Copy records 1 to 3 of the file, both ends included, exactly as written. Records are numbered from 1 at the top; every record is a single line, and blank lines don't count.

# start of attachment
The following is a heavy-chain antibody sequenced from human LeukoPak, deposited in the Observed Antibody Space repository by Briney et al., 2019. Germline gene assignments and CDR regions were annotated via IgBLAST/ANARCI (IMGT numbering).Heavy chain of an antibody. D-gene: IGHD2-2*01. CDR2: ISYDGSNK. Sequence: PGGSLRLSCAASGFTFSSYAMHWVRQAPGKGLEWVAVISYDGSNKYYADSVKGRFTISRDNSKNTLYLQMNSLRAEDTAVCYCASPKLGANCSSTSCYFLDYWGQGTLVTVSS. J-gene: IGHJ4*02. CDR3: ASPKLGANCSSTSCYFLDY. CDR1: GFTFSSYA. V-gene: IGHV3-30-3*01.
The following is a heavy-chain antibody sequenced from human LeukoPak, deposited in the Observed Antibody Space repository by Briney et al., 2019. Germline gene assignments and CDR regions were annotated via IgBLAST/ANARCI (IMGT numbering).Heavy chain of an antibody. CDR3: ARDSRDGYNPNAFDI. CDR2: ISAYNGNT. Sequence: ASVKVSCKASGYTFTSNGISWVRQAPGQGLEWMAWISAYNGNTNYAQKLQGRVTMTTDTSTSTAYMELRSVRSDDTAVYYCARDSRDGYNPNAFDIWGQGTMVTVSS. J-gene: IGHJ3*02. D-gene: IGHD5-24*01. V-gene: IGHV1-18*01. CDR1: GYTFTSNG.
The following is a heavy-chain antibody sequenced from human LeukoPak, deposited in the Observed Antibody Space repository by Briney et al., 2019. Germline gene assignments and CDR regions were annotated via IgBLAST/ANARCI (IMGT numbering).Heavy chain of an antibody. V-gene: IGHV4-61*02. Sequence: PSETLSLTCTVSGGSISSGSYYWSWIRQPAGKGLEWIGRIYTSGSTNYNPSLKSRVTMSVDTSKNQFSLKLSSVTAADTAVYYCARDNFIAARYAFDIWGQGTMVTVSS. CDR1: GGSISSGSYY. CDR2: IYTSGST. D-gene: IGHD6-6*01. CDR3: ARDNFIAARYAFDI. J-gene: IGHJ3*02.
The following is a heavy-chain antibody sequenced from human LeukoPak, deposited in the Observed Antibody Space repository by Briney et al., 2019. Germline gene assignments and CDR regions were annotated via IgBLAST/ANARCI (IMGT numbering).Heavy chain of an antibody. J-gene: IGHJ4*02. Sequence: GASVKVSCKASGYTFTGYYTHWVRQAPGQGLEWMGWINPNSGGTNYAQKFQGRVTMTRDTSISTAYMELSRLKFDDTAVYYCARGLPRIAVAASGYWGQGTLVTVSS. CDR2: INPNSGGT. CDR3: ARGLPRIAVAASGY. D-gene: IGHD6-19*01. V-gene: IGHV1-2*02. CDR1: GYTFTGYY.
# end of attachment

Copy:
The following is a heavy-chain antibody sequenced from human LeukoPak, deposited in the Observed Antibody Space repository by Briney et al., 2019. Germline gene assignments and CDR regions were annotated via IgBLAST/ANARCI (IMGT numbering).Heavy chain of an antibody. D-gene: IGHD2-2*01. CDR2: ISYDGSNK. Sequence: PGGSLRLSCAASGFTFSSYAMHWVRQAPGKGLEWVAVISYDGSNKYYADSVKGRFTISRDNSKNTLYLQMNSLRAEDTAVCYCASPKLGANCSSTSCYFLDYWGQGTLVTVSS. J-gene: IGHJ4*02. CDR3: ASPKLGANCSSTSCYFLDY. CDR1: GFTFSSYA. V-gene: IGHV3-30-3*01.
The following is a heavy-chain antibody sequenced from human LeukoPak, deposited in the Observed Antibody Space repository by Briney et al., 2019. Germline gene assignments and CDR regions were annotated via IgBLAST/ANARCI (IMGT numbering).Heavy chain of an antibody. CDR3: ARDSRDGYNPNAFDI. CDR2: ISAYNGNT. Sequence: ASVKVSCKASGYTFTSNGISWVRQAPGQGLEWMAWISAYNGNTNYAQKLQGRVTMTTDTSTSTAYMELRSVRSDDTAVYYCARDSRDGYNPNAFDIWGQGTMVTVSS. J-gene: IGHJ3*02. D-gene: IGHD5-24*01. V-gene: IGHV1-18*01. CDR1: GYTFTSNG.
The following is a heavy-chain antibody sequenced from human LeukoPak, deposited in the Observed Antibody Space repository by Briney et al., 2019. Germline gene assignments and CDR regions were annotated via IgBLAST/ANARCI (IMGT numbering).Heavy chain of an antibody. V-gene: IGHV4-61*02. Sequence: PSETLSLTCTVSGGSISSGSYYWSWIRQPAGKGLEWIGRIYTSGSTNYNPSLKSRVTMSVDTSKNQFSLKLSSVTAADTAVYYCARDNFIAARYAFDIWGQGTMVTVSS. CDR1: GGSISSGSYY. CDR2: IYTSGST. D-gene: IGHD6-6*01. CDR3: ARDNFIAARYAFDI. J-gene: IGHJ3*02.